## "It's so difficult to improve in A level math"

###### 1. Missing "link" between theory and problem solving

Based on my past experiences, there are students who can "memorise and recite" theories and formulas very well, but they are clueless when it comes to applying them for problem solving on their own.

Even in school, the focus will be on explaining the provided solution. Hence the crucial part of how to interpret the question and devising a plan before solving could be missing.

###### 2. Misconception: Getting A = "DRILL & DRILL"

A significant portion of students adopted "memorise and drill" approach to get A1 or A2 for O level Mathematics but will soon find themselves "stuck" at D or E grade for A level, no matter how hard they drill and practice.

This is because A level questions are not all routine and a number of questions require students to solve a problem using "non-routine" methods. This means that students have to think how are the various parts of a question are linked together. In fact, students who do not follow the question's instructions and use "routine methods" may end up scoring 0 for that question.

In fact, some students just memorise the steps to solve certain problems and have no idea on what they are doing. Hence, they will face problems when the question is modified slightly.

###### 3. Dependent on answers provided by others

Nowadays it is very easy to source for answers by asking people to help solve math problems. This has a negative impact on grades as students are dependent on answers being spoon-fed to them. Ultimately, examination is all about self survival, so students should "crack their brains" to solve math problems.

It is a painful and slow process to come out with own solution but this is the training that A grade students go through to earn them that grade.

###### 4. Unhealthy Revision methods

It is common that students face the problem of "short term memory" due to the fast pace of teaching in school and the lack of consistent practice. Many students will only revise a particular topic when a test is near and often realise that they fall into the cycle of always have to start from scratch. Hence they find it difficult to make a breakthrough since time is spent on "recovery" rather than "improving".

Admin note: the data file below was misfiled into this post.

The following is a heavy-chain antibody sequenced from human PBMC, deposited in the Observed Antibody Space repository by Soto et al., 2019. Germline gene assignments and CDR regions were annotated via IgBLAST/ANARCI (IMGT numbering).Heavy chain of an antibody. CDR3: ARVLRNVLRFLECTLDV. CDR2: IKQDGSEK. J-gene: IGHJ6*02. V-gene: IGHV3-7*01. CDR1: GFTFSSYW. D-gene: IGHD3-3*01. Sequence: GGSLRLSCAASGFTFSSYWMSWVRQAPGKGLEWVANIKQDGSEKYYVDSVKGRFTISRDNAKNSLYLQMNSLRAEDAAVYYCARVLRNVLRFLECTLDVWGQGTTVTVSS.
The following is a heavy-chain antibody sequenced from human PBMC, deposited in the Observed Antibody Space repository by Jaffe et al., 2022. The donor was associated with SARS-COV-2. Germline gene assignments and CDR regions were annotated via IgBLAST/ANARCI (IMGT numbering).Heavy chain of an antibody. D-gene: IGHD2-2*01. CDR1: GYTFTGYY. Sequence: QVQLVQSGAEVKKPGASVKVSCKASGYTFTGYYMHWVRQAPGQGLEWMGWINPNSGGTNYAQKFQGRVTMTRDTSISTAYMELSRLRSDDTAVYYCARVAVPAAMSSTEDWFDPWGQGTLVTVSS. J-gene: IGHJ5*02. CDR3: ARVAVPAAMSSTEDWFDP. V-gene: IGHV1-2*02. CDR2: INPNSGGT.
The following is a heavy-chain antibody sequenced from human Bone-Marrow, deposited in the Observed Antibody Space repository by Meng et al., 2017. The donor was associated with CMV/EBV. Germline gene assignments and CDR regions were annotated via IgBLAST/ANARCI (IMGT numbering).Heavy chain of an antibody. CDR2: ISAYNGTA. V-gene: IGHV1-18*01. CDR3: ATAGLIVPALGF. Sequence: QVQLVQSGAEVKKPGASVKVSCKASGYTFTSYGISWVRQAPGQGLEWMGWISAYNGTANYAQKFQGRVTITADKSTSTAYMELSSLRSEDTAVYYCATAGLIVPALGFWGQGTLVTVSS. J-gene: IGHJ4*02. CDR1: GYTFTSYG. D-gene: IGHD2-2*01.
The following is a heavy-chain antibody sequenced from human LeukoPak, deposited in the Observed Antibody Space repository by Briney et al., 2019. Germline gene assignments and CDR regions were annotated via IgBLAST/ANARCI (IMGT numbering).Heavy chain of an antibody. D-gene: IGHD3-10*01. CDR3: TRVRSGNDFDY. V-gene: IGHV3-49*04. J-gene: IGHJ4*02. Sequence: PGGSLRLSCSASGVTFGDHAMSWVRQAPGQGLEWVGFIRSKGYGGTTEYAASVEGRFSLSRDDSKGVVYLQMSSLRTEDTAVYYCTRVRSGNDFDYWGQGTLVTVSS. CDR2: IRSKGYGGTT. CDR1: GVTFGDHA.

It is very common for schools to provide topical revision to prepare students and students who do topical practice only tends to perform poorer than students who prepare through mock exams. Here's why:

• Suppose there are 22 topics to revise and 1 week a student covers 5 topics (which is alot), hence the student will need more than 4 weeks to cover the syllabus. However by the time the student reaches the 22nd topic, it will be more than a month ago since the first topic has been revised, so the "short term memory" problem kicks in and the student will need to restart the vicious cycle again.

•  The students lack the skill to identify the topic that a question is testing because it is written in the topical revision package while it is not written in the exam paper.

• Doing questions in the same topic repeatedly, students will find the later questions easier as they are similar to the questions at the front. However in exam, many topics are only tested once and students will need to get that question correct at the first try.